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Additional H5N1 Acquisitions of Human RBD Polymorphisms
Recombinomics Commentary
November 15, 2006

two of these changes, lysine at position 182 and arginine at position 192, were present in the HA's of clade-2 H5N1 viruses isolated from two individuals in Azerbaijan and one individual in Iraq,clade

The above comments from today's Nature paper describe patients infected with the Qinghai strain of H5N1.  The paper identified acquisitions in human H5N1 isolates that enhanced binding to human receptors, either individually or in combination. 

The above comment is somewhat ambiguous.  It is not clear if all three patients had both receptor bind domain (RBD) changes described above, or both changes were found among the three patients.  The statement cannot be independently confirmed, because the sequences from these patients are still being hoarded by WHO, and have not been made public.

The hoarding of the sequences by WHO, weakens their complaints about China not sharing samples or sequences, when WHO and consultants at St Jude, Hong Kong University, and Weybridge are hoarding thousands of H5N1 sequence collected this year, including human cases as indicated above.

The hoarding labs have failed to understand how these changes are acquired and continue to call them random mutations.  The changes at position 182, described above corresponds to position 186 in the H3 numbering system.  The change of asparagine to lysine, N186K, creates a match with position 186 in the human influenza B.  This match is not mentioned in the Nature paper.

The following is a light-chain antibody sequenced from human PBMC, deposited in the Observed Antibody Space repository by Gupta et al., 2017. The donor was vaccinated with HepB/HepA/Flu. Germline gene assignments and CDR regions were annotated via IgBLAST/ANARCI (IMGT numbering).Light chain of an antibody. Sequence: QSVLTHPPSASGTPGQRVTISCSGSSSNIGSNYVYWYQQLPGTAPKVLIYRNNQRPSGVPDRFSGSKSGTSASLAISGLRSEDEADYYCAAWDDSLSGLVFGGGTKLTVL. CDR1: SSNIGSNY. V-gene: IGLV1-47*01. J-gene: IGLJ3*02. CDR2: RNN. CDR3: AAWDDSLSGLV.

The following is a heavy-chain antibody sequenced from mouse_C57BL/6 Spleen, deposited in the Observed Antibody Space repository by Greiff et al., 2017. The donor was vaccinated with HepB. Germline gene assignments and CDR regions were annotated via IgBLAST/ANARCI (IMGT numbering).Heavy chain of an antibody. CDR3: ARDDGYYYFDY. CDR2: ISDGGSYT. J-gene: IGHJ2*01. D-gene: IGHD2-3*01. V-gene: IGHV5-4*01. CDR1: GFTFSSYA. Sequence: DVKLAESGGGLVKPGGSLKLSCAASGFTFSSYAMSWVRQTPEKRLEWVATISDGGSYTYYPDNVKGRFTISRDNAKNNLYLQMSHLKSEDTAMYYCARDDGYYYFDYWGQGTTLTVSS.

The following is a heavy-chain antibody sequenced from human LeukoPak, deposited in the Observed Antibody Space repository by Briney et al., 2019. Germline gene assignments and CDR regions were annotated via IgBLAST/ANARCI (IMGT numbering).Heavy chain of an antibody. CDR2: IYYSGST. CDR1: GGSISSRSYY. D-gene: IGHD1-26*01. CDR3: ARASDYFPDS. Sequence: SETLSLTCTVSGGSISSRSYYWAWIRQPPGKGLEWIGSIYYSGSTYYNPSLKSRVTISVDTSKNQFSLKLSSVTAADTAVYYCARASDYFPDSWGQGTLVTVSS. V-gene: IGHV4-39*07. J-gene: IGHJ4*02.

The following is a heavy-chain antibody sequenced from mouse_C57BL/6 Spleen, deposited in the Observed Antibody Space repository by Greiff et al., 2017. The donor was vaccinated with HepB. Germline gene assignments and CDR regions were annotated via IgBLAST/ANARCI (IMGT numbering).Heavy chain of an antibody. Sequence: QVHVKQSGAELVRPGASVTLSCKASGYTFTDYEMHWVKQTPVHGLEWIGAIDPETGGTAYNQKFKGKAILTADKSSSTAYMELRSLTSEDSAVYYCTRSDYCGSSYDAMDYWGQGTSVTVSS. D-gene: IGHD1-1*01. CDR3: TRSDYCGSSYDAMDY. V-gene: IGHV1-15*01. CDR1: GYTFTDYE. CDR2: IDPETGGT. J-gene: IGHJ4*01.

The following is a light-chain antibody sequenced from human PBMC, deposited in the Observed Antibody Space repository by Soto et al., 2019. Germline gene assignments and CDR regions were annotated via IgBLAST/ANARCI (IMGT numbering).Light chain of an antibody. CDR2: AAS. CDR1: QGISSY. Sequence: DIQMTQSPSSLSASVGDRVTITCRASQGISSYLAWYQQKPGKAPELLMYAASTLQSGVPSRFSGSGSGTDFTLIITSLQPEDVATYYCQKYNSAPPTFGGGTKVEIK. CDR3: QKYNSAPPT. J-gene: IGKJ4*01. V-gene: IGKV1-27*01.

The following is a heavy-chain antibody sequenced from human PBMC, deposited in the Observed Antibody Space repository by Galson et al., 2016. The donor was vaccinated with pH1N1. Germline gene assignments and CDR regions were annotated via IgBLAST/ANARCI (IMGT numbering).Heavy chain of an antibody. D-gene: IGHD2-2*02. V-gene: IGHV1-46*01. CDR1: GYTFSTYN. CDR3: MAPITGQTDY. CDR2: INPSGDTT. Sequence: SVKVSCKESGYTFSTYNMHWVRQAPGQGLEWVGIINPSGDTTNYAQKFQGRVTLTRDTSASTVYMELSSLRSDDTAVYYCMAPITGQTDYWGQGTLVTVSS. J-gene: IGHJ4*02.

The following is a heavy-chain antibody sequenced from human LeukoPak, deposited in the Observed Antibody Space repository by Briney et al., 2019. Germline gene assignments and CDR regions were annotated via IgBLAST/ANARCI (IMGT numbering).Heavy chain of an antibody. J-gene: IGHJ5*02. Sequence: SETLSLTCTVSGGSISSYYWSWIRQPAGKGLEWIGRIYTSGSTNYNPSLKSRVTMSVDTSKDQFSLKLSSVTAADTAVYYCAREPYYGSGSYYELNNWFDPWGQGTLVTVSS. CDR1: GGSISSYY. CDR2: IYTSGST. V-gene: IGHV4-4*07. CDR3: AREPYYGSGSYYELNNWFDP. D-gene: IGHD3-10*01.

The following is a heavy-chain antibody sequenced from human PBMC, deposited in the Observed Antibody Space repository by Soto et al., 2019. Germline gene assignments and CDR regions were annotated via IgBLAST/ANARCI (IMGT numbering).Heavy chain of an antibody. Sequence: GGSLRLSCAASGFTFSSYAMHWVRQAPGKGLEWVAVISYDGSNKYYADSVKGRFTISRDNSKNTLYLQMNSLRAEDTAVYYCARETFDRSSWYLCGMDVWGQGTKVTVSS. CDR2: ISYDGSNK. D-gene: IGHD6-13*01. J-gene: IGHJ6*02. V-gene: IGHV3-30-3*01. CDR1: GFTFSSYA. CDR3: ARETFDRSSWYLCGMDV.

Moreover, the public sequences from the index case in Iraq, also has a change at this position. This change, N186S, is found in the 1986 human pandemic sequence from Hong Kong, which also points toward its role in binding to human receptors.  The S at position 186 is also found in H3N8 sequences from dogs and horse, again pointing toward a role in recognizing mammalian receptors.

These changes in Qinghai isolates are important, because another mammalian polymorphism, PB2 E627K, has become fixed in the Qinghai strain.  This change is found in all human flu isolates and the change creates higher polymerase activity at lower temperatures (34 C).
The Nature paper also found S227N one of the patients in Vietnam, and receptor binding by S227N was enhanced by Q196R.  S227N has also been found in two of the human isolates from Turkey, as well as one from Egypt, which are more examples of changes in the receptor binding domain in Qinghai isolates that have E627K.

Thus, the number of changes in the receptor binding domain, or regions adjacent to the receptor binding domain in the Qinghai strain of H5N1 continue to increase.  The recent fatal case in Egypt, had M230I, which creates a change that matches all three human strains currently in circulation, H3N2 and H1N1 serotypes in Influenza A, as well as Influenza B.

The co-circulation of N186K, Q196R, S227N, and M230I in Qinghai strains which also have PB2 E627K remains a cause for concern, as WHO continues to hoard H5N1 sequences and continues to isolate H5N1 in chicken eggs, selecting against H5N1 isolates with the acquisition of these mammalian polymorphisms (the second sequence submitted to Genbank from the patient in Thailand has lost N186K).

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